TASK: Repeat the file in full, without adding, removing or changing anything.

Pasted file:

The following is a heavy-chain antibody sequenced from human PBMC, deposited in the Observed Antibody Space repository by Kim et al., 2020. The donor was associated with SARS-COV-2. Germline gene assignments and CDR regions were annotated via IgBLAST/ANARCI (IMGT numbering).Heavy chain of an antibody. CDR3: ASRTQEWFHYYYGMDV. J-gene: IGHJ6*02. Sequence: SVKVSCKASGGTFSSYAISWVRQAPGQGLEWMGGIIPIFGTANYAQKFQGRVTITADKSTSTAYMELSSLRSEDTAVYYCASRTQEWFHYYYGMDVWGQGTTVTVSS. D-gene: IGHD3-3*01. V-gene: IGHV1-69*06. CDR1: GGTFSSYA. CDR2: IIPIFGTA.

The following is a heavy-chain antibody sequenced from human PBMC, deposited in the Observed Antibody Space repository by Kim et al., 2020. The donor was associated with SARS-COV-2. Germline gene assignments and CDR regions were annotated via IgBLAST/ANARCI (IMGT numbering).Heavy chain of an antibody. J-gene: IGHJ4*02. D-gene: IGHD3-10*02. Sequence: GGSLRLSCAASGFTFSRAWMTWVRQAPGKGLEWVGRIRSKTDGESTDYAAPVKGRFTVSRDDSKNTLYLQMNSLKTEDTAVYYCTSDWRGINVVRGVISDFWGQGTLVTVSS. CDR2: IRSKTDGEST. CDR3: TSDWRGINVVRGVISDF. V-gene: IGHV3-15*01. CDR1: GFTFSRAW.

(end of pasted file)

The following is a heavy-chain antibody sequenced from human PBMC, deposited in the Observed Antibody Space repository by Kim et al., 2020. The donor was associated with SARS-COV-2. Germline gene assignments and CDR regions were annotated via IgBLAST/ANARCI (IMGT numbering).Heavy chain of an antibody. CDR3: ASRTQEWFHYYYGMDV. J-gene: IGHJ6*02. Sequence: SVKVSCKASGGTFSSYAISWVRQAPGQGLEWMGGIIPIFGTANYAQKFQGRVTITADKSTSTAYMELSSLRSEDTAVYYCASRTQEWFHYYYGMDVWGQGTTVTVSS. D-gene: IGHD3-3*01. V-gene: IGHV1-69*06. CDR1: GGTFSSYA. CDR2: IIPIFGTA.

The following is a heavy-chain antibody sequenced from human PBMC, deposited in the Observed Antibody Space repository by Kim et al., 2020. The donor was associated with SARS-COV-2. Germline gene assignments and CDR regions were annotated via IgBLAST/ANARCI (IMGT numbering).Heavy chain of an antibody. J-gene: IGHJ4*02. D-gene: IGHD3-10*02. Sequence: GGSLRLSCAASGFTFSRAWMTWVRQAPGKGLEWVGRIRSKTDGESTDYAAPVKGRFTVSRDDSKNTLYLQMNSLKTEDTAVYYCTSDWRGINVVRGVISDFWGQGTLVTVSS. CDR2: IRSKTDGEST. CDR3: TSDWRGINVVRGVISDF. V-gene: IGHV3-15*01. CDR1: GFTFSRAW.